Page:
Pope Francis has made mercy the “keynote” of his teaching. He reminds us again and again that our Christian identity and duty are defined by the Beatitudes that we find in the fifth chapter of St. Matthew’s Gospel and the works of mercy that we find in Matthew 25.

Taken together, he says, the Beatitudes and works of mercy show us the face of Jesus and help us to imitate his way of life. They give us an “action plan” — a practical path to follow to find happiness and salvation.

So during this Advent, I want to challenge all of us to go deeper in our experience of God’s mercy and our imitation of Jesus Christ’s works of mercy to others.

As you know, on Jan. 17, 2015, we are hosting OneLife LA, a one-day procession and festival that will highlight the works of mercy being done in our community — and the beautiful calling to mercy that God has given us for our lives.

I am excited about OneLife. This will be a day to celebrate the beauty of human life and our duty to serve our brothers and sisters and defend their rights and dignity, especially those who are the weakest and most vulnerable.

Our Archdiocesan Office of Life, Justice and Peace is proud to be sponsoring this positive and family-friendly event along with the Knights of Columbus and the Right to Life League of Southern California. We are honored that Supreme Knight Carl Anderson will be joining us for the day. We are also partnering with our neighboring dioceses of Orange, San Diego, San Bernardino and Fresno and we have the generous support from local foundations.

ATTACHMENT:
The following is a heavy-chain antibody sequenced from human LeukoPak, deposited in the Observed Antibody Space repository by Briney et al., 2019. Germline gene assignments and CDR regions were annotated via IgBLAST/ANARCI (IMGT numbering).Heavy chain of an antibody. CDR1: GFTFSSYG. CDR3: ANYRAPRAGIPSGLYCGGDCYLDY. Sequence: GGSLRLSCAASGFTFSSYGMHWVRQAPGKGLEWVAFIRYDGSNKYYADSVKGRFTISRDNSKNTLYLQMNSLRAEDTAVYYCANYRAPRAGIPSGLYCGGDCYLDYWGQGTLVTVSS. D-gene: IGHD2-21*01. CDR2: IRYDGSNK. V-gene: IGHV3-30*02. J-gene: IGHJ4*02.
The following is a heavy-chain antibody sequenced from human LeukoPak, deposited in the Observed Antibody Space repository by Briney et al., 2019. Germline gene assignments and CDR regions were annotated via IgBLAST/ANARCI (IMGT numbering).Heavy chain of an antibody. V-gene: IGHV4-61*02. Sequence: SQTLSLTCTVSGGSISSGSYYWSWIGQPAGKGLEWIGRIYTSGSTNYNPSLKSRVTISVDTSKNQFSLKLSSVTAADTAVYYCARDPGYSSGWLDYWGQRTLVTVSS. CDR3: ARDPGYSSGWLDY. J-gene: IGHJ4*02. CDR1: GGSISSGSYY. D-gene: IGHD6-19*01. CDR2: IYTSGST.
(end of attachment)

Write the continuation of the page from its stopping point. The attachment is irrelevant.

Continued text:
OneLife LA will be ecumenical and interfaith. We will have surprise celebrity guests and musical entertainers and food trucks — a real fiesta of the human spirit!

Through OneLife LA, we are trying to build understanding and friendships and bring together the many good people who are working to build a culture of life and mercy in our communities — including Catholic Charities and St. Vincent de Paul programs and ministries serving the unborn and expectant mothers, the homeless, orphans, victims of human trafficking, refugees, the handicapped and the terminally ill.

The program for OneLife LA reflects the beautiful clarity of the Catholic vision — that all human life reflects the image of our Creator and that every life, even the weak and the small, has infinite significance in God’s plan for creation and history.

Blessed Mother Teresa of Calcutta is our inspiration and “patroness” for OneLife LA. Because by her witness, she showed us the beauty of all human life — and the need to protect life— from the child in the womb, to the innocent victims of war, to the sick and the dying.

Mother Teresa used to say, “Be somebody to somebody.” It is a beautiful way to express our duty to do works of mercy.

So I invite you to join me in a “challenge.” Let’s try every day in Advent to “be somebody to somebody” — especially those in our families and those who are poor and lonely — so they will feel God’s mercy and love.

On my Facebook page during Advent, I'm going to be highlighting organizations that are making a difference in our community, building a culture of life and mercy. I invite you to share the good things you are doing with me and on my page and by tagging #OneLifeLA on Facebook, Twitter and Instagram.

Let’s keep praying for one another during this Advent! And let’s ask our Blessed Mother Mary to teach us to be somebody to somebody every day, as we await the birth of Jesus.